California regulators on Thursday provided a robotic taxi service with the green light to start charging passengers for driving without a driver in San Francisco, the first in a state where many companies are trying to train cars to train constantly.
The California Public Service Commission has jointly approved Cruise, a company controlled by General Motors, to launch a driverless service on board. Regulators have issued permits despite safety concerns stemming from Cruise’s inability to pick up and drop off passengers in the corners of their autonomous taxis, forcing cars to double their lane parking.
The ride-hailing service will initially consist of only 30 electric cars limited to passenger transport in less congested parts of San Francisco from 22:00. at 06:00 These restrictions are designed to reduce the likelihood that robotic taxis will cause property damage, injury, or death if something happens. It also allows regulators to test how the technology works before extending the service. Cruise and another pioneer of robotic vehicles, Waymo, are already charging passengers for boarding parts of San Francisco in autonomous vehicles with a backup human driver who has control over a technological error.
But now Cruise has unleashed charging passengers in cars without people other than passengers – an ambition that many different technology companies and traditional car manufacturers have pursued over the decades. Driverless cars are seen as a way to reduce the cost of taxis, while accidents and deaths are caused by invisible human drivers.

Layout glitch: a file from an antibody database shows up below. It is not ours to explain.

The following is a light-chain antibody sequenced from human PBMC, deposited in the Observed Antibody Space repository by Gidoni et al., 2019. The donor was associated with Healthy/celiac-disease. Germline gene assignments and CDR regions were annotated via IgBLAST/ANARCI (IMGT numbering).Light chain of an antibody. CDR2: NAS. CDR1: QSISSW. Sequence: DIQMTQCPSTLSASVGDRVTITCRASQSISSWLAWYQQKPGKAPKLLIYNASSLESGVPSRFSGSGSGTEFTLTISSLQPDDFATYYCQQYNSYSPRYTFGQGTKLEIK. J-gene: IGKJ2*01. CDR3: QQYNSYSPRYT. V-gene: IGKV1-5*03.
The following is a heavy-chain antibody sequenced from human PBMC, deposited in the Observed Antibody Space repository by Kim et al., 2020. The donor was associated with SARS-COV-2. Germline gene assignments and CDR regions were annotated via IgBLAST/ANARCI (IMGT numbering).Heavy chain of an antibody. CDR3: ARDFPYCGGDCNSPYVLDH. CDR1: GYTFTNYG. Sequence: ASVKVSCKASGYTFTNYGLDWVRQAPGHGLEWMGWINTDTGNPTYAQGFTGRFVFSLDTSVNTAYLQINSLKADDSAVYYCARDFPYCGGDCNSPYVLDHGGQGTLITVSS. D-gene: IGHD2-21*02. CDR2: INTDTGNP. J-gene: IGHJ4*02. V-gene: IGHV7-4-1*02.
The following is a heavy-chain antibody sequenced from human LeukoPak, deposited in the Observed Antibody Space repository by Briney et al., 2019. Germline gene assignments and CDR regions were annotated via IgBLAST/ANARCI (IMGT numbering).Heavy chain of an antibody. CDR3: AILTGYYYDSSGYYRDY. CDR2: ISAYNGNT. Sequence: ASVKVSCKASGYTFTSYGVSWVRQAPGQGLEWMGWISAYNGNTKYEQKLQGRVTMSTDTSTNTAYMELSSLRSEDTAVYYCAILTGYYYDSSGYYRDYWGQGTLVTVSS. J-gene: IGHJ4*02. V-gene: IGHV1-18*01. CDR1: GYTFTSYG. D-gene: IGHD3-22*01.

In a blog post, Gil West, Cruise’s CEO, praised Thursday’s vote as “a huge leap for our mission here on Cruise to save lives, help save the planet and save people time and money.” He said the company would start moving. their riders are slowly coming out.
Waymo, which began as a covert project within the Google Internet superpower in 2009, has been running a driverless service in the Phoenix area since October 2020, but navigation density and difficulties have become more congested. cities like San Francisco provide even more intimidation. challenges that robotic taxis have to overcome. That’s why the newly approved driverless service from San Francisco is strictly controlled. In addition to being limited to places and times where there is bad traffic and small pedestrians on the street, the Cruise Driverless Service will not be able to operate in heavy rain or fog.
While Cruise’s driverless taxi application in San Francisco has gained widespread support from supporters who hope the technology could be viable in other cities, some transportation experts are urging the Public Service Commission to act cautiously.
“Many of the alleged benefits (autonomous cars) have not been proven and some allegations have little or no basis,” Ryan Russo, director of the Department of Transportation in Oakland, California, told the commission last month.
It took longer to reach this point than many companies thought when they started working on autonomous technology. According to court documents filed in a high-profile lawsuit filed by the company, Uber, the largest passenger call service, expects 75,000 self-driving cars on the roads by 2019 and a fleet of unmanned taxis in at least 13 cities by 2022. . theft of Waymo trade secrets. Uber closed its Autonomous Driving Sales Division in Aurora in 2020 and still relies largely on human drivers, who find it more difficult to recover from a pandemic.
And Tesla CEO Elon Musk has promised that his electric car company will operate a fleet of robotic taxis by the end of 2020. This will not happen, although Musk still promises that it will eventually happen.
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